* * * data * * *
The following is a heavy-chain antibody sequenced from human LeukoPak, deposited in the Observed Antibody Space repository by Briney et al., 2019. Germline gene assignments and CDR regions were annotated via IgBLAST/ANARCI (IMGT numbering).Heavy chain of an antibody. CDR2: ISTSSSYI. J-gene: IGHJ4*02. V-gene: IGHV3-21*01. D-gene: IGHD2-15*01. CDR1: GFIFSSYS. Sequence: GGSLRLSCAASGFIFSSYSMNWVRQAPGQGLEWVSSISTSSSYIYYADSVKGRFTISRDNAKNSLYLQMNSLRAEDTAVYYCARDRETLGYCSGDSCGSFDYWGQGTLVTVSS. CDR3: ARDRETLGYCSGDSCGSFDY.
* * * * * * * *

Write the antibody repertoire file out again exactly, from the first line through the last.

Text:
The following is a heavy-chain antibody sequenced from human LeukoPak, deposited in the Observed Antibody Space repository by Briney et al., 2019. Germline gene assignments and CDR regions were annotated via IgBLAST/ANARCI (IMGT numbering).Heavy chain of an antibody. CDR2: ISTSSSYI. J-gene: IGHJ4*02. V-gene: IGHV3-21*01. D-gene: IGHD2-15*01. CDR1: GFIFSSYS. Sequence: GGSLRLSCAASGFIFSSYSMNWVRQAPGQGLEWVSSISTSSSYIYYADSVKGRFTISRDNAKNSLYLQMNSLRAEDTAVYYCARDRETLGYCSGDSCGSFDYWGQGTLVTVSS. CDR3: ARDRETLGYCSGDSCGSFDY.